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Is Your Invention Actually Patentable?

Is your invention patentable?

The Million Dollar Question: Is Your Invention Actually Patentable?

When Thomas Edison unveiled the first commercially viable lightbulb in 1879, he shocked the world by turning night into day with the flip of a switch. But before Edison could transform the way we illuminate our lives, he had to determine if his groundbreaking invention met the legal requirements for patent protection. Like Edison, all inventors must grapple with the million dollar question: is my invention actually patentable subject matter?

According to a 2022 report by the USPTO, over 600,000 utility patent applications are filed annually. But the cold, hard truth is that the majority of those applications will be rejected due to the invention failing to meet patentability standards under 35 U.S.C. § 101. So how can you improve the odds that your invention will pass the patentable subject matter test?

At its core, 35 U.S.C. § 101 requires that a patentable invention must fall into one of the four eligible categories: processes, machines, manufactures, or compositions of matter. Abstract ideas, laws of nature, and natural phenomena are not patentable. Seems simple enough, right? Unfortunately, determining whether an invention crosses the threshold into patent-eligibility is rarely straightforward in practice.

Determining Factors

According to patent experts at Global Patent Solutions LLC (GPS), every invention is unique, so there is no one-size-fits-all approach. But GPS recommends assessing these key factors to evaluate patentable subject matter for any invention:

  • Does the invention provide a technical solution to a problem using particular machines or devices? The use of specific technology helps demonstrate patent eligibility.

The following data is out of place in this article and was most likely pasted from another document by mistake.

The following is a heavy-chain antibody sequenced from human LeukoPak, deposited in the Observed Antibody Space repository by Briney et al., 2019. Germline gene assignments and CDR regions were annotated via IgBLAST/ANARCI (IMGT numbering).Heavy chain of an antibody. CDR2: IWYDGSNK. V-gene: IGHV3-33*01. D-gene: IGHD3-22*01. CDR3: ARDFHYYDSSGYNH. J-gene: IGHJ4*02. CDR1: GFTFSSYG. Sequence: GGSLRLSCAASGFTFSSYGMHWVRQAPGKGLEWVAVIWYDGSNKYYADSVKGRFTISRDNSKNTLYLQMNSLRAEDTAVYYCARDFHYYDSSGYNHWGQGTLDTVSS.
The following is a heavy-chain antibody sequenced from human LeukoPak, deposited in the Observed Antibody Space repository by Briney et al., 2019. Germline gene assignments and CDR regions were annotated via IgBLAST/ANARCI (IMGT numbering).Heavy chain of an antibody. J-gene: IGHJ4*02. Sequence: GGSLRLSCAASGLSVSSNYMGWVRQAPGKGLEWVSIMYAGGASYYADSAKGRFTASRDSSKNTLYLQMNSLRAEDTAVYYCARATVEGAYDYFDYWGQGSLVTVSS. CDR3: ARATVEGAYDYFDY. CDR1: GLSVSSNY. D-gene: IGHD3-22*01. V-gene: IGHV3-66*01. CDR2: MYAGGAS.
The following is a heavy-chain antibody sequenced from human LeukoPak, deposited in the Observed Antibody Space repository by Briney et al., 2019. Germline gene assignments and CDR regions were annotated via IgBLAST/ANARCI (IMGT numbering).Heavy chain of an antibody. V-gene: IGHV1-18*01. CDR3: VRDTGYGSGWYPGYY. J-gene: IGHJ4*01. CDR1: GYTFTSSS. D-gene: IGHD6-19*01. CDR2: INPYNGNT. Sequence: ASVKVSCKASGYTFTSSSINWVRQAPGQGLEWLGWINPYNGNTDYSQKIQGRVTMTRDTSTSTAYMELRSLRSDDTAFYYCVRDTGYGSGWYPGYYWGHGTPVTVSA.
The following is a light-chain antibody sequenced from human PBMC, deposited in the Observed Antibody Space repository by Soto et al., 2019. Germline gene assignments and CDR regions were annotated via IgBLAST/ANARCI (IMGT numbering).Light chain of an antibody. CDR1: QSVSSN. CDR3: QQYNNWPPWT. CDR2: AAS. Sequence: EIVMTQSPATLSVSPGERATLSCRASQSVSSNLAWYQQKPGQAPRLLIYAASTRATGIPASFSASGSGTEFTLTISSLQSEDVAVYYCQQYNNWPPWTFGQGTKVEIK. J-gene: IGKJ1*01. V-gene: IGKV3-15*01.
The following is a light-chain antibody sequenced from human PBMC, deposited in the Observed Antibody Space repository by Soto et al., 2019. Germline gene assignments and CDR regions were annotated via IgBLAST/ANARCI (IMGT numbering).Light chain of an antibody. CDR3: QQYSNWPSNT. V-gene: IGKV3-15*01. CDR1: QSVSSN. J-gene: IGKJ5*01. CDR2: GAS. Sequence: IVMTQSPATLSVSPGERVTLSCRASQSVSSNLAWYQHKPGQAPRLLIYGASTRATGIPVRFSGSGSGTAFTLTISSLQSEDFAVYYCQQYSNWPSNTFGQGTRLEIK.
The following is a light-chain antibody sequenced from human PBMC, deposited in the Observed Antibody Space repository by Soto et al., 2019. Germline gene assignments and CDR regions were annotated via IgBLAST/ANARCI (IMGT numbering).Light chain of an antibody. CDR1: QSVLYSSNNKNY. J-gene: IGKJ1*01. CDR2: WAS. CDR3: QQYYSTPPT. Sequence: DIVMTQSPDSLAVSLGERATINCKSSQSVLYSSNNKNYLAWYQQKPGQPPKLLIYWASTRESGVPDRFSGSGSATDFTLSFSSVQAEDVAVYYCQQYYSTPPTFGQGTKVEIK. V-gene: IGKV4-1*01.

• Is there a tangible real-world effect or result from implementing the invention? Impact on something concrete improves patentability chances.
  • Does the invention apply a law of nature or abstract idea in a transformative way? Applications of formulas, algorithms, and other abstractions may be patentable if sufficiently integrated.
  • Would a Patent Examiner recognize this as technology instead of just an abstract concept? Consider how to emphasize the technical aspects of the invention.
  • Are the claims worded to require the use of a particular machine or article of manufacture? Careful claim drafting can assist with eligibility.


Of course, predicting whether any individual invention will pass the patentable subject matter test is not an exact science. But by understanding the considerations and proactively addressing patent eligibility issues, inventors and patent practitioners can take steps to protect inventions with the strongest patent shield possible. A good patent search will help you answer the question in the title of this article, and it will also help in drafting a patent application that is both more likely to be approved and will produce a more valuable patent once it is approved.

The next time you ask yourself “is this invention patentable?” be sure to seek guidance from experts like GPS to give your idea the best shot at being deemed eligible subject matter. With the right strategy, you can turn your visionary idea into a patented reality like Edison’s lightbulb. But the only way to know for sure is to try – will your invention light up the world?

Next up in the series: Does the invention meet the utility requirement for patentability?